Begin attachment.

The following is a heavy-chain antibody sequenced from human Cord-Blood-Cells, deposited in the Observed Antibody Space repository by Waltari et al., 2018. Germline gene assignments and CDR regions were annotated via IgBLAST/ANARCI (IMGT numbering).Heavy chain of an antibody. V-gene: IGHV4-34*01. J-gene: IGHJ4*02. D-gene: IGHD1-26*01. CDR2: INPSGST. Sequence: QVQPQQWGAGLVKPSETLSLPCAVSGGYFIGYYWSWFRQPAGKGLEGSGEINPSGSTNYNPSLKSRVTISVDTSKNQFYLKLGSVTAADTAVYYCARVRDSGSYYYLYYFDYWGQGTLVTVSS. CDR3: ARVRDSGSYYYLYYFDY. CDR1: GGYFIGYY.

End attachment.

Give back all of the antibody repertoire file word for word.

The following is a heavy-chain antibody sequenced from human Cord-Blood-Cells, deposited in the Observed Antibody Space repository by Waltari et al., 2018. Germline gene assignments and CDR regions were annotated via IgBLAST/ANARCI (IMGT numbering).Heavy chain of an antibody. V-gene: IGHV4-34*01. J-gene: IGHJ4*02. D-gene: IGHD1-26*01. CDR2: INPSGST. Sequence: QVQPQQWGAGLVKPSETLSLPCAVSGGYFIGYYWSWFRQPAGKGLEGSGEINPSGSTNYNPSLKSRVTISVDTSKNQFYLKLGSVTAADTAVYYCARVRDSGSYYYLYYFDYWGQGTLVTVSS. CDR3: ARVRDSGSYYYLYYFDY. CDR1: GGYFIGYY.